She said: ‘We should not be shocked or surprised by the Home Office revelation that people from 64 nationalities have been referred to the Windrush taskforce.
‘The Home Office policies and practices which have led to the ‘Windrush debacle’ are long-standing and apply to all areas of immigration law. These are:
• an increased reliance on applicants producing specific documents to show entitlement, with little discretion at the Home Office and no discretion at all for employers, landlords, NHS trusts, universities etc to accept an applicant’s story even without some of the required documents (- i.e. illegal unless proved legal – the true ‘hostile environment’, not new, but dating from the 80’s Thatcher governments)
• big increases in application fees and increasingly complex requirements and application forms making it hard for people already here lawfully to make valid applications of any sort
• Home Office poor administration and poor decision-making, over decades, as evidenced in Home Affairs Committee reports, independent inspections and Government admissions (2006 ‘not fit for purpose’, 2013 ‘not good enough’] leading to significant numbers of mistakes, forcing applicants to make lengthy and expensive legal challenges to establish their rights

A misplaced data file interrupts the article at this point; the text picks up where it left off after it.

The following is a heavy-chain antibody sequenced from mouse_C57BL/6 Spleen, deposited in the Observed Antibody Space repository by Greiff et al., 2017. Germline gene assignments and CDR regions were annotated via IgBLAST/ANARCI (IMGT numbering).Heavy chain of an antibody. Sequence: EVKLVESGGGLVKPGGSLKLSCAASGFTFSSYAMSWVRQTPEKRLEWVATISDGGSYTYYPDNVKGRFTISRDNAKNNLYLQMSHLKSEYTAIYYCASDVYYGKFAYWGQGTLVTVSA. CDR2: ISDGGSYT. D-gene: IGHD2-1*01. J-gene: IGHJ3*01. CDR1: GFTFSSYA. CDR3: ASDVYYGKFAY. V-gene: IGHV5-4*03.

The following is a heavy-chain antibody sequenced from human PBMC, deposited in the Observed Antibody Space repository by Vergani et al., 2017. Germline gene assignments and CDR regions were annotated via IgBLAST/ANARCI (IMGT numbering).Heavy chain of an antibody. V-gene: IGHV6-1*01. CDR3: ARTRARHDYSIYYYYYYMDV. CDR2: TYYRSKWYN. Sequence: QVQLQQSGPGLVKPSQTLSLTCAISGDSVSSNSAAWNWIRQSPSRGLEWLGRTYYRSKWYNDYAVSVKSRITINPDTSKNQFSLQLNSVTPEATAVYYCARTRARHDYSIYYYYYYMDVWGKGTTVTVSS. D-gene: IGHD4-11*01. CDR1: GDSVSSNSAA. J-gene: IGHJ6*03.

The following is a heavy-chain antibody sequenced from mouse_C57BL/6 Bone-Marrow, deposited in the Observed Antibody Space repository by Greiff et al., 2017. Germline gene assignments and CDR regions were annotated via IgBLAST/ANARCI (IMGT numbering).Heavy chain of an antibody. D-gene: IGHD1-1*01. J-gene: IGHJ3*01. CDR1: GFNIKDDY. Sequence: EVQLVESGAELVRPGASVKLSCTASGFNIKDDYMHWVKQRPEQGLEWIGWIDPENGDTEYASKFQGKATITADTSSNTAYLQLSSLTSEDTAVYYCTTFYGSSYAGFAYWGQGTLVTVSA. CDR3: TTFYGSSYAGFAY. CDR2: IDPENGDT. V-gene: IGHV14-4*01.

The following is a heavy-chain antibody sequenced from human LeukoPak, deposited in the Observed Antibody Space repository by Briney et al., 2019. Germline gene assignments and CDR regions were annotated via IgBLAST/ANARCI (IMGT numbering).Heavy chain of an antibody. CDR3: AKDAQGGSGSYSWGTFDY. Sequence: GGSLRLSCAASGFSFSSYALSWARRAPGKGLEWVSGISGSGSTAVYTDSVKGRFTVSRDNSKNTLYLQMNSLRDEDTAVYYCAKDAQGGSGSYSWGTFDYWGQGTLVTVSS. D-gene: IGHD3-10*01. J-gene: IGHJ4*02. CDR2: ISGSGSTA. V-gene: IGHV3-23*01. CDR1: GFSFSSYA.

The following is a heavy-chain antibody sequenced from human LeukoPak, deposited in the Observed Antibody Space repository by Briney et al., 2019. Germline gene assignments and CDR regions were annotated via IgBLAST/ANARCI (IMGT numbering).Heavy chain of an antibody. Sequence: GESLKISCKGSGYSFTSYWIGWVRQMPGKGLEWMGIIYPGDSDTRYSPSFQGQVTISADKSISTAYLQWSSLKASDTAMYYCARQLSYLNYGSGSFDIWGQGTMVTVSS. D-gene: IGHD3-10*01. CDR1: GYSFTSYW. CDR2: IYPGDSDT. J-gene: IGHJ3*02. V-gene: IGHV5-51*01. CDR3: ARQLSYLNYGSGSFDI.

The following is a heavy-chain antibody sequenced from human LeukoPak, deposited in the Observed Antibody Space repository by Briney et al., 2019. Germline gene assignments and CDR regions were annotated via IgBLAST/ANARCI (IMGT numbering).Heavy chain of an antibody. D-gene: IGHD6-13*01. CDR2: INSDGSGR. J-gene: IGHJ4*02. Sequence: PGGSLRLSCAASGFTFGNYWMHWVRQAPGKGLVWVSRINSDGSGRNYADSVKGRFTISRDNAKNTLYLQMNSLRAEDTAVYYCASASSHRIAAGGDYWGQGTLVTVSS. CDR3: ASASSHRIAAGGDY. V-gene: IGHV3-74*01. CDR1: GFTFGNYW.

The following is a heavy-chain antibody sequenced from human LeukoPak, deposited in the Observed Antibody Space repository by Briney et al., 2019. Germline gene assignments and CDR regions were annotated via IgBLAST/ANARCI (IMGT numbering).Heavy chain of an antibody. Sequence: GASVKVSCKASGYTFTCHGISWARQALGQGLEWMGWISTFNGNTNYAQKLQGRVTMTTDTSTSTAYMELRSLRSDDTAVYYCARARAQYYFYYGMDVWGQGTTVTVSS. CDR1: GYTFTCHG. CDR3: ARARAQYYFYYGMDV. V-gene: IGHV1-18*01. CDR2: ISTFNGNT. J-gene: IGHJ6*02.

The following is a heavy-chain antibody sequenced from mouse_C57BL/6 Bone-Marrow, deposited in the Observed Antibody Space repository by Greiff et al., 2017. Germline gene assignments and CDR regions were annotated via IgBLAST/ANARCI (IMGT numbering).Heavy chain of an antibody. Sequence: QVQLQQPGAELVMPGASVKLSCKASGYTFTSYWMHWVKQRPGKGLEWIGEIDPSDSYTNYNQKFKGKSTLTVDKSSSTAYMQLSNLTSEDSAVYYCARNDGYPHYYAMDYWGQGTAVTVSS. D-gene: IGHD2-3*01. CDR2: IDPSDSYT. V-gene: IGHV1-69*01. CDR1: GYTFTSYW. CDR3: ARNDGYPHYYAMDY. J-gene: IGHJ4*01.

‘All these aspects of immigration control tend to create illegality – as people lawfully present find it harder to prove their status, and more expensive and difficult to retain their lawful status – and often fail to do so, falling into the ‘hostile environment’.
‘Home Office policies also perpetuate illegality, as those who are here unlawfully, or who have become unlawfully present because they can’t afford the renewal fees, find it harder to make applications provided for in the Rules.’
As well as handling Clinic case work relating to immigration and asylum cases, Sheona York carries out research and policy work around the subject. She is the author of the study The ‘hostile environment’: How Home Office immigration policies and practices create and perpetuate illegality, due to be published in the Journal of Immigration, Asylum and Nationality Law in December.